Our next step will be to develop a clinical assessment protocol (CAP) associated with the FRS-HC to link treatment and further investigation recommendations with the identified fracture risk. The CAP will classify home care recipients as low or high risk based on their FRS-HC score, and will provide evidence-based recommendations associated with their risk level. The FRS-HC identifies eight risk levels, with approximately 45% of the home care population in the lowest three risk categories [1,2,3] and fewer residents in the highest risk category (level 8). The lower distribution of home care recipients into higher risk categories is important as a large proportion of individuals identified as high risk can quickly overwhelm an overburdened sector, contribute to alarm fatigue, and cause many false positive identifications. Evidence-based care planning recommendations for the Fracture Risk CAP will be based on Canadian and international fracture prevention guidelines, and could include vitamin D and calcium supplementation, exercise, and pharmacological therapies . The CAP will assist clinicians in identifying home care recipients at high fracture risk and recommended interventions to decrease that risk. Ultimately, the FRS-HC and associated CAP will reduce the risk of hip fracture, and healthcare costs, and improve quality of life. Given the substantial relationship between falls and fractures , integration of the current Falls CAP  and recently developed 1stFall algorithm , which predicts falls for home care recipients who have not previously fallen, will need to be explored. For example, it would be of value to examine the overlap between the rates that the FRS-HC and 1stFall scales each identify people at high risk, and between recommendations in the current Falls CAP and fracture prevention recommendations.
Our study has several limitations and strengths. We were limited to the inclusion of independent variables available in the RAI-HC, and we may not have captured all relevant fracture risk factors (e.g., body mass index). Further, we were only able to capture clinical vertebral fractures which likely represents 30% of all vertebral fractures during the one-year follow-up. Thus, our estimate for incidence of vertebral fractures is likely underestimated. We did not consider bone active medications in the analysis. We chose to develop the FRS-HC using routinely collected data to facilitate ease of implementation in the home care setting, and data on medications is not immediately available to the clinicians who would use the tool. Also, similar analyses done in a large cohort of community dwelling men revealed that exclusion of individuals on bisphosphonates did not alter the findings . A strength of our study is the large number of data from home care recipients that was available for developing the scale. We also included a comprehensive list of independent variables in our analyses, confirmed by an expert panel. We used linked hospital data to confirm incident hip fractures. Decision tree analysis allowed us to develop a scale with an empirically sound, visual representation of the contributing factors to hip fractures for home care recipients. Further, since decision tree analysis has no parametric assumptions, it clusters risk factors, it has a better ability to account for outliers compared with regression analysis, and it often has higher utility in identifying high risk individuals [18, 19]. The FRS-HC uses items available in the RAI-HC and in the newer version of the assessment (interRAI HC). The RAI-HC and interRAI HC are used across several Canadian provinces and internationally, improving the usability and impact of our scale. Finally, the FRS-HC uses existing items from the RAI-HC, will automatically generate a fracture risk score based on routinely collected information, and will thereby decrease work duplication required to complete non-integrated tools such as FRAX.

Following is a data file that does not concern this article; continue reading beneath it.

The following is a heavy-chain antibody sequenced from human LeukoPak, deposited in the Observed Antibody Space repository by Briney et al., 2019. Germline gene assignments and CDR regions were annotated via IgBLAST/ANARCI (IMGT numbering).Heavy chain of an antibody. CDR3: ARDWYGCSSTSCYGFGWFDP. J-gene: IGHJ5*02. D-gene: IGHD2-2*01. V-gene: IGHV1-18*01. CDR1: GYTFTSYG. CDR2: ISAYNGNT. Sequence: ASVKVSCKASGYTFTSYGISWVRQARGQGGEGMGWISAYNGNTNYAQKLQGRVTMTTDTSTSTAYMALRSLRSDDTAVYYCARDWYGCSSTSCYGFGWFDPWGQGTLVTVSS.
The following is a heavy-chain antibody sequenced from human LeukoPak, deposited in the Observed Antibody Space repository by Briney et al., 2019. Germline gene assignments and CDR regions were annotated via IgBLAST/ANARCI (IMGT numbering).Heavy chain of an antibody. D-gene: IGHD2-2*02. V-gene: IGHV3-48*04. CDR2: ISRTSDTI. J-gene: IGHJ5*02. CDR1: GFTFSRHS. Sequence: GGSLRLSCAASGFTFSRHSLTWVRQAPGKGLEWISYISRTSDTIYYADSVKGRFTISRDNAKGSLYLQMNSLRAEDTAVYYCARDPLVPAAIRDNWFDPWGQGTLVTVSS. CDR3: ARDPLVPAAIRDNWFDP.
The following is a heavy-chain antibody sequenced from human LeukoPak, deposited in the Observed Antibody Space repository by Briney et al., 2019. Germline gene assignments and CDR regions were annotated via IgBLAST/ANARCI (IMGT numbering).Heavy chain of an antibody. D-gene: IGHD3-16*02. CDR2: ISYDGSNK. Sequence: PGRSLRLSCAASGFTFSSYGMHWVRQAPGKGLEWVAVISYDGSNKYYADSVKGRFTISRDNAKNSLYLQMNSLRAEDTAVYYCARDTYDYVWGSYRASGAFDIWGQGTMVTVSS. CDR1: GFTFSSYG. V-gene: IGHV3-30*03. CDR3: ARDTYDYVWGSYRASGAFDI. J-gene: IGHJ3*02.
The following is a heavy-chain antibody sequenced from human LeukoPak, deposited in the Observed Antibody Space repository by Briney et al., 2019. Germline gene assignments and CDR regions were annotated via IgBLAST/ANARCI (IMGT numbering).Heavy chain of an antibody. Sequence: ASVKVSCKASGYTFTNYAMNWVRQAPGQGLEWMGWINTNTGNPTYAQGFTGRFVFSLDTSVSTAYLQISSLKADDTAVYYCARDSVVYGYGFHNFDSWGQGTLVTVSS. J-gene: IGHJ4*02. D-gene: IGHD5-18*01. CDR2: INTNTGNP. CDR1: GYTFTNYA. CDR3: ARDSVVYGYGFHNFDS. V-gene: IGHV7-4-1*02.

The FRS-HC predicts hip fracture over a one-year time period, demonstrates good discriminative and predictive properties, and can be used to support care planning by identifying home care recipients at high fracture risk. Future work should compare the FRS-HC to other fracture risk assessment tools, examine the relationship between the FRS-HC and falls scales, and develop a fracture risk clinical assessment protocol to link treatment recommendations with identified fracture risk.
Availability of data and materials
The data analyzed in this study are not publicly available due to privacy and confidentiality restrictions pertaining to person-level health information in Canada. However, the data set creation plan and underlying analytic code are available from the corresponding author on reasonable request.
Resident Assessment Instrument – Home Care
Fracture Risk Scale – Home Care
Clinical Assessment Protocol
National Ambulatory Care Reporting System
Discharge Abstract Database
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Caitlin McArthur is supported by a CIHR fellowship. The funder had no role in the study, interpretation of data, or decision to submit results.
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McArthur, C., Ioannidis, G., Jantzi, M. et al. Development and validation of the fracture risk scale home care (FRS-HC) that predicts one-year incident fracture: an electronic record-linked longitudinal cohort study. BMC Musculoskelet Disord 21, 499 (2020). https://doi.org/10.1186/s12891-020-03529-2
- Home care
- osteoporosis, older adults